Government spending cuts obscured by ‘mobile’ arts budgets

Large number of government-subsidised arts companies generate more revenue of their own

The Dutch government agreed with the House of Representatives (the lower house of the Dutch Parliament) in 2010 to cut the central government arts budget by over €900 million. The spending cuts are due to take effect in 2015 and will be effected in a series of steps rising to an annual saving of €200 million. However, since the agreement was reached, arts spending has fallen faster than the government had envisaged: the government spent a total of €73 million less in 2011, 2012 and 2013 through the arts budget than it had originally planned. It is not clear what impact this lower level of spending will have on the planned long-term spending cuts. Although the Minister of Education, Culture and Science has moved certain funds to other parts of the government budget (funds which will also be available for spending on the arts in either this year or the coming years), no clear information is available on how much money has been moved and where to.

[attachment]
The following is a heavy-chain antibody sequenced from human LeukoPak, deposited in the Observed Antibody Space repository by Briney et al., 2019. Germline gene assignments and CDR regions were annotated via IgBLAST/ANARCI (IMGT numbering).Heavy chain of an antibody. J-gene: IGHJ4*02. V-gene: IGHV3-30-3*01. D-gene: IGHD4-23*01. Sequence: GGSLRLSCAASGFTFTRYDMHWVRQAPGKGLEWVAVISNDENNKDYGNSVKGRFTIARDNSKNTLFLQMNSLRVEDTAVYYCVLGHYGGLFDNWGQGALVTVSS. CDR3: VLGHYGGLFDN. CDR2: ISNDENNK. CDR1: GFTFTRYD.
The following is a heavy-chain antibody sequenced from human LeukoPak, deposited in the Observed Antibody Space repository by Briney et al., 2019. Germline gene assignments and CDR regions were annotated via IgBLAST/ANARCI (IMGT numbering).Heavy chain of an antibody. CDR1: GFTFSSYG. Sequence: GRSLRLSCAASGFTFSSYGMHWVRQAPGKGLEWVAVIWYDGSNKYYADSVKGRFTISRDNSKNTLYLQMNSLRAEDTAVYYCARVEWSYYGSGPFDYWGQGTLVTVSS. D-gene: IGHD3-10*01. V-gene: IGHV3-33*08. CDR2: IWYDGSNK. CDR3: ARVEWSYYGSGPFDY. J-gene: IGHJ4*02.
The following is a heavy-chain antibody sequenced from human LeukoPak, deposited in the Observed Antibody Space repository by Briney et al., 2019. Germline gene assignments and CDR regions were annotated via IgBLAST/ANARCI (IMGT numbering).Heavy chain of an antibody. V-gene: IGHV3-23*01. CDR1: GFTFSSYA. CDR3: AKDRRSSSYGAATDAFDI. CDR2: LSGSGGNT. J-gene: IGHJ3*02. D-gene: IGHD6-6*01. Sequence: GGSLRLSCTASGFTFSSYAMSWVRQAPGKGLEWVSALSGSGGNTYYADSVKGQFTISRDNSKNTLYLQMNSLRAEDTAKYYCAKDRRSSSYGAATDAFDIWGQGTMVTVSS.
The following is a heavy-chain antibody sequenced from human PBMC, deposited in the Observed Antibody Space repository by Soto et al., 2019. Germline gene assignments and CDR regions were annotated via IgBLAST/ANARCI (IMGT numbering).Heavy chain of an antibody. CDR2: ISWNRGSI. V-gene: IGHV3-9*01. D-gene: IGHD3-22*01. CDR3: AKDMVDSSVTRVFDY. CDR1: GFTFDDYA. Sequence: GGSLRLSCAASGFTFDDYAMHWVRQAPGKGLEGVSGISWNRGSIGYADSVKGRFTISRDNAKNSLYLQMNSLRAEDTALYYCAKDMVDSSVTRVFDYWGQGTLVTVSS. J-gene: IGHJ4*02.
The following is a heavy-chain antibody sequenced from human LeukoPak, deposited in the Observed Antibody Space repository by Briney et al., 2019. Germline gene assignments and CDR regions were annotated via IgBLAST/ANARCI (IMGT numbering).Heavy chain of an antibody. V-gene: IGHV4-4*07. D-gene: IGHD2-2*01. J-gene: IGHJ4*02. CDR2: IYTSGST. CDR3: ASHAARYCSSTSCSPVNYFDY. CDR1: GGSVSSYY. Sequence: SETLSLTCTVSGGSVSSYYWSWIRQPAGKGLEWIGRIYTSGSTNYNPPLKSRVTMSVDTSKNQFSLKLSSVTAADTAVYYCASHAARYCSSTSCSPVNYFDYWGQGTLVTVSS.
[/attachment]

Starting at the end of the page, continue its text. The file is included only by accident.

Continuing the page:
A total of 225 organisations (such as theatre and dance companies, orchestras, museums and festivals) have received long-term government funding since 2013. 137 other organisations saw their government grants scrapped in 2013. Of these unfunded organisations, 23 (most of which are active in the performing arts) have since closed down. The Minister of Education, Culture and Science has not indicated how the other organisations have been able to continue without the support of government funding.

This publication is only available in Dutch.